The History of Gold Medallion Homes

The History of Gold Medallion Homes

Jason Loper
Aug 2, 2011

My parents recently moved into a ranch style house and on my first visit I noticed the above medallion hanging outside their garage. It seems my parents have moved into a Gold Medallion Home — now, what exactly does that mean?

The small round plaque hanging on the frame of my parents' garage door reads: Gold Medallion Home. Live Better Electrically. And, as you might guess, everything in this house is electric — from the baseboard heaters to the range. These homes started popping up in the late 1950s and early 1960s. Indeed, the house my parents recently bought was built in 1964. At that time, many homes ran on coal burning or gas furnaces so electric baseboard heat was seen as a novel new approach to heating a home. Based on a newspaper ad from the time that I came across, "It's more fun living in an all electric Gold Medallion Home. Electric heat ... the heating system of tomorrow is yours to enjoy today." The ad also boasts plenty of electric outlets "to hand your present and your future requirements. You have all the power you need to keep adding the latest time and labor saving tools and equipment as they are developed." Anyone who has ever lived in an older home knows how true this statement can be. The house where I spent my teen years was built in the 1920s and had only one electrical outlet in each room.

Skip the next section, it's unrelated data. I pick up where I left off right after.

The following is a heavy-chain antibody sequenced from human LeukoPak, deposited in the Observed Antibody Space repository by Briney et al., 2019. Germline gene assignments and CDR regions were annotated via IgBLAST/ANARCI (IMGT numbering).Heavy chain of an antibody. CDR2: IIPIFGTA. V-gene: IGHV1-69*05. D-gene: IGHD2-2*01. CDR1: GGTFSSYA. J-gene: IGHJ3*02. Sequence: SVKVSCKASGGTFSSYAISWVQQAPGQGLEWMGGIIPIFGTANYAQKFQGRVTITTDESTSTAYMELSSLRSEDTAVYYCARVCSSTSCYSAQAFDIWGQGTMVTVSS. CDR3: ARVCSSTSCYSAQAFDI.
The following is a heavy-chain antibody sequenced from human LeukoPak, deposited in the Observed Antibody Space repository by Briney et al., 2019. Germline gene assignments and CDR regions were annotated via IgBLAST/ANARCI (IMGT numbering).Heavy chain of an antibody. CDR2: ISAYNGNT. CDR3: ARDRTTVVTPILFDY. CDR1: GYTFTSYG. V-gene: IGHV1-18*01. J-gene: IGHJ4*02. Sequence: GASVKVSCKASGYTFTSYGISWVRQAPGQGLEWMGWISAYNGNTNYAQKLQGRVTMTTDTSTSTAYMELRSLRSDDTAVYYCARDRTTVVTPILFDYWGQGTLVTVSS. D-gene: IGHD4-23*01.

From today's standpoint, it may seem strange to boast that a home is all electric. Today we'd be more impressed if a home was powered by alternative energy. By 1960s standards, however, this was something to be truly excited about!

Image: Jason Loper

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